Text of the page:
The rule in Antarctica is never to approach closer than 15 feet to wildlife. But if you sit quietly, the wildlife are free to approach as close as they wish. King penguins are very inquisitive, and have often come up to investigate and peck my boots and tripod. My sole experience with an emperor penguin, on the other hand, suggests that they are not curious creatures, but stoically proceed in their own direction at their own steady pace, taking no notice of human visitors. My penguin here left the boulders and started heading up the snow slope along a direct path. I estimated where it might reach the crest, scampered ahead and sat down to wait. Luckily, I had guessed correctly, and experienced a wonderful close encounter with 'my' emperor.



The rule in Antarctica is never to approach closer than 15 feet to wildlife. But if you sit quietly, the wildlife are free to approach as close as they wish. King penguins are very inquisitive, and have often come up to investigate and peck my boots and tripod. My sole experience with an emperor penguin on the other hand suggests that they are not curious creatures, but stoically proceed in their own direction at their own steady pace, taking no notice of human visitors. My penguin here left the boulders and started heading up the snow slope along a direct path. I estimated where it might reach the crest, scampered ahead and sat down to wait. Luckily, I had guessed correctly, and experienced a wonderful close encounter with 'my' emperor.









Feb 22 - Ross Ice Shelf and first Emperor Penguins

We spotted our first Emperor penguins as two very small black dots, far out on the Ross ice shelf. I went back to our cabin to get a teleconverter to try to make them look bigger, but by the time I got back up on deck they had disappeared into the sea. Anne was happy to have at least seen Emperors, but soon after we came upon another pair, quite close to the edge of the ice. Our captain carefully and slowly maneuvered the ship directly alongside without disturbing the penguins, getting us close enough to fill the frame with a telephoto lens.




And later we found a larger group of Emperors on a drifting ice floe.


The next morning we sailed some way along the edge of the Ross Ice Shelf in overcast weather. This was discovered and named after Captain Sir James Clark Ross, who originally called it "The Barrier" and commented "Well, there's no more chance of sailing through that than through the cliffs of Dover". The Ice Shelf is enormous, covering an area about the size as France; it is obviously impossible to convey its size in a photograph. The ice edge extends for about 500 miles and is remarkably uniform. Although spectacular, sailing along the edge gets boring quite quickly!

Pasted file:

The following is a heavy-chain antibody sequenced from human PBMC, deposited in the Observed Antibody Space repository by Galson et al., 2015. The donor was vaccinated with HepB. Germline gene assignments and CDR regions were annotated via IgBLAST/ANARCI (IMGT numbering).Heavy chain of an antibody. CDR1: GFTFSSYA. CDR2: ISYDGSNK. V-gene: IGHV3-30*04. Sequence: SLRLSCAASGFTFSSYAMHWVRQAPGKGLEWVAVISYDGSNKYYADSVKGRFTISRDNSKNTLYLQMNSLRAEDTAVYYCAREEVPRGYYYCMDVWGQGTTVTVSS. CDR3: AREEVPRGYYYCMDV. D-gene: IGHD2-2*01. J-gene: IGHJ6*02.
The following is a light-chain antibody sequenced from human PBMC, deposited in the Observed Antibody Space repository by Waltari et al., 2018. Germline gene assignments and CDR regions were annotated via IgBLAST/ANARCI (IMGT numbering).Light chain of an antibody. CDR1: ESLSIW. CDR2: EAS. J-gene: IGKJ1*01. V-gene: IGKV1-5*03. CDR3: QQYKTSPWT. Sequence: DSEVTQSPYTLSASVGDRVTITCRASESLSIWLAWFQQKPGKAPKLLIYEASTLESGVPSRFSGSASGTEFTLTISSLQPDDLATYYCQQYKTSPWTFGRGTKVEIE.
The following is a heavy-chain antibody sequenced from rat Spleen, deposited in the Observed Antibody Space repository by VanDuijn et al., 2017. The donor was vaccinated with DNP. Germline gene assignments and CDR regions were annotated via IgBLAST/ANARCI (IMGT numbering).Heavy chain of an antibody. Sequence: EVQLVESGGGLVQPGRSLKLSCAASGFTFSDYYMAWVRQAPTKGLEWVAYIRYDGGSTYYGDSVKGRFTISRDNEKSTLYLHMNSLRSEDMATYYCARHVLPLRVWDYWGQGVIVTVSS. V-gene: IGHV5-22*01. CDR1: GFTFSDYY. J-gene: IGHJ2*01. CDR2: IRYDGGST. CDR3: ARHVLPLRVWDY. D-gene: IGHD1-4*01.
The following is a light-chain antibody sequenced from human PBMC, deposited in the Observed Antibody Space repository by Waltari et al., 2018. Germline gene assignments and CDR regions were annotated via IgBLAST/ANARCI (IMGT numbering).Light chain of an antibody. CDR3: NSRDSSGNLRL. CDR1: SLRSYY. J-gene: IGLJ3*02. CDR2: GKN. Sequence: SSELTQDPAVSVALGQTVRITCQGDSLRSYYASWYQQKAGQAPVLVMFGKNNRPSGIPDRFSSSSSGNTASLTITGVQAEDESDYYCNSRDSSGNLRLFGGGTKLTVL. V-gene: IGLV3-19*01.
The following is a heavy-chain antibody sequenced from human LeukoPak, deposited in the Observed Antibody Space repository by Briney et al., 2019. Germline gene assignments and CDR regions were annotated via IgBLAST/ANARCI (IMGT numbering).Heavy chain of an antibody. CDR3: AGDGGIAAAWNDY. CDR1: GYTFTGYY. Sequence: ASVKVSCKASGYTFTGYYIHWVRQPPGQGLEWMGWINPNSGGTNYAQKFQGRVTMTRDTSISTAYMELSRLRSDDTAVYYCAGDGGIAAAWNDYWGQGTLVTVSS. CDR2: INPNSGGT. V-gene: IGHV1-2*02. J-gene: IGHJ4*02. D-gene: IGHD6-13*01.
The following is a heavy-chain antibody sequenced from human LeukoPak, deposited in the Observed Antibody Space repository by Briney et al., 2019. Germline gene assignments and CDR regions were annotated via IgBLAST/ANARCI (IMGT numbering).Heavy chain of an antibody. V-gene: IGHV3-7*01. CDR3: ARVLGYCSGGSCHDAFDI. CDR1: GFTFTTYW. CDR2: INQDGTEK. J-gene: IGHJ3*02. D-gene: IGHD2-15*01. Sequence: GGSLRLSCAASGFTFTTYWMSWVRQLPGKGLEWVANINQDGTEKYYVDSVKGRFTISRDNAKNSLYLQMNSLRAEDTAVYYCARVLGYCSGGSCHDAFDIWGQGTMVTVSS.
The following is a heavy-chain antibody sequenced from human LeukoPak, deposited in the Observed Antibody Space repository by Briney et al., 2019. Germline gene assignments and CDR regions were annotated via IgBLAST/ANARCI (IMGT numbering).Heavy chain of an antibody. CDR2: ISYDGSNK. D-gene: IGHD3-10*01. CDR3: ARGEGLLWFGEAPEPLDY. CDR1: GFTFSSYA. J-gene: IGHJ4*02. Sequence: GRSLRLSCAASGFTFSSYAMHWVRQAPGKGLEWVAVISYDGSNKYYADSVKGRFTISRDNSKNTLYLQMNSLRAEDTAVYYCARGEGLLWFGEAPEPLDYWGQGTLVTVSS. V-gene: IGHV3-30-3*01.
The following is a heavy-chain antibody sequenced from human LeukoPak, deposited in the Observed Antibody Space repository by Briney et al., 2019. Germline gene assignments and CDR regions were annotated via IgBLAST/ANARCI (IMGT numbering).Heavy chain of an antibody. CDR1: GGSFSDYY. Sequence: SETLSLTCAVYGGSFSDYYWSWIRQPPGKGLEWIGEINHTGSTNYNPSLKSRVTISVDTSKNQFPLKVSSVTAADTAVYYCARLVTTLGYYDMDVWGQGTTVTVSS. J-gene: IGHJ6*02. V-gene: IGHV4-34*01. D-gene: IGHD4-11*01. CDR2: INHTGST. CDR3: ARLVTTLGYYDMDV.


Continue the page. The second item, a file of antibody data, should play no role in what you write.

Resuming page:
Feb 21 - When the sea freezes over

We reached our furthest south on Feb 21, next to the edge of the Ross ice shelf (the 'barrier'). That night the wind dropped and the sea began to freeze over in the still air.


Farthest South - 77 54 48

There is only a very short window of one or two months each year when ice conditions in the Ross sea enable access by ships other than icebreakers. The black circles in the satellite ice images below mark the Ross Sea, showing how rapidly the ice cover grows with the onset of winter.
By contrast, the Antarctic peninsula (green circle)
remains accessible for a much longer time.

Sea ice extent Feb 22, 2020

Sea ice extent March 22, 2020

















Feb 21 - A cruise around Ross Island


.............McMurdo Base...........................Observation Hill.................................Mt Erebus...........................................Scott Base...
Panorama of Hut Point with American (McMurdo) and New Zealand (Scott) research stations




Feb 20, 21- Penguins and Seals on Ross Island



Weddel seal flipper; Ross Island, Antarctica




Feb 20, 21 - Historic Huts on Ross Island dating from the Heroic Age of Polar Exploration

Green line shows the path we took after leaving McMurdo Station (#3). Grey areas on the satellite photo are sea ice, which had melted and broken up at the time of our visit.


Scott's hut at Cape Evans

Captain's log